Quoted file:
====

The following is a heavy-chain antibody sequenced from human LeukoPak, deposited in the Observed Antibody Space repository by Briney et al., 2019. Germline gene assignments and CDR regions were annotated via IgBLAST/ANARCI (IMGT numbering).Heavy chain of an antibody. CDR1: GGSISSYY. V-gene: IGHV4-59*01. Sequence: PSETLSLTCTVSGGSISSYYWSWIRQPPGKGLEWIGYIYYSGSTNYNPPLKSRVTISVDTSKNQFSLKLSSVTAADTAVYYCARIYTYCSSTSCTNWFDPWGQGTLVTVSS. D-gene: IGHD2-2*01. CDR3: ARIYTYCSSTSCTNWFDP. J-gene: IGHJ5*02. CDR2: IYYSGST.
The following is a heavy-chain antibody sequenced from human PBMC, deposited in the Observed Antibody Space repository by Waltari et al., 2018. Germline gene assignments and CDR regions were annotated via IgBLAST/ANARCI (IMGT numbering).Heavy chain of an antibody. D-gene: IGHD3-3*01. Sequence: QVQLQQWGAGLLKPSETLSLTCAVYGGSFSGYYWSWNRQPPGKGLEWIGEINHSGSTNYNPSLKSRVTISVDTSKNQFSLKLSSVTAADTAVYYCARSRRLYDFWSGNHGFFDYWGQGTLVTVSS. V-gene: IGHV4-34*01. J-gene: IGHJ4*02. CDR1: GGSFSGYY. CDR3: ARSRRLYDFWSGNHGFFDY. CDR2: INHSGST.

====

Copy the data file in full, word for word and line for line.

The following is a heavy-chain antibody sequenced from human LeukoPak, deposited in the Observed Antibody Space repository by Briney et al., 2019. Germline gene assignments and CDR regions were annotated via IgBLAST/ANARCI (IMGT numbering).Heavy chain of an antibody. CDR1: GGSISSYY. V-gene: IGHV4-59*01. Sequence: PSETLSLTCTVSGGSISSYYWSWIRQPPGKGLEWIGYIYYSGSTNYNPPLKSRVTISVDTSKNQFSLKLSSVTAADTAVYYCARIYTYCSSTSCTNWFDPWGQGTLVTVSS. D-gene: IGHD2-2*01. CDR3: ARIYTYCSSTSCTNWFDP. J-gene: IGHJ5*02. CDR2: IYYSGST.
The following is a heavy-chain antibody sequenced from human PBMC, deposited in the Observed Antibody Space repository by Waltari et al., 2018. Germline gene assignments and CDR regions were annotated via IgBLAST/ANARCI (IMGT numbering).Heavy chain of an antibody. D-gene: IGHD3-3*01. Sequence: QVQLQQWGAGLLKPSETLSLTCAVYGGSFSGYYWSWNRQPPGKGLEWIGEINHSGSTNYNPSLKSRVTISVDTSKNQFSLKLSSVTAADTAVYYCARSRRLYDFWSGNHGFFDYWGQGTLVTVSS. V-gene: IGHV4-34*01. J-gene: IGHJ4*02. CDR1: GGSFSGYY. CDR3: ARSRRLYDFWSGNHGFFDY. CDR2: INHSGST.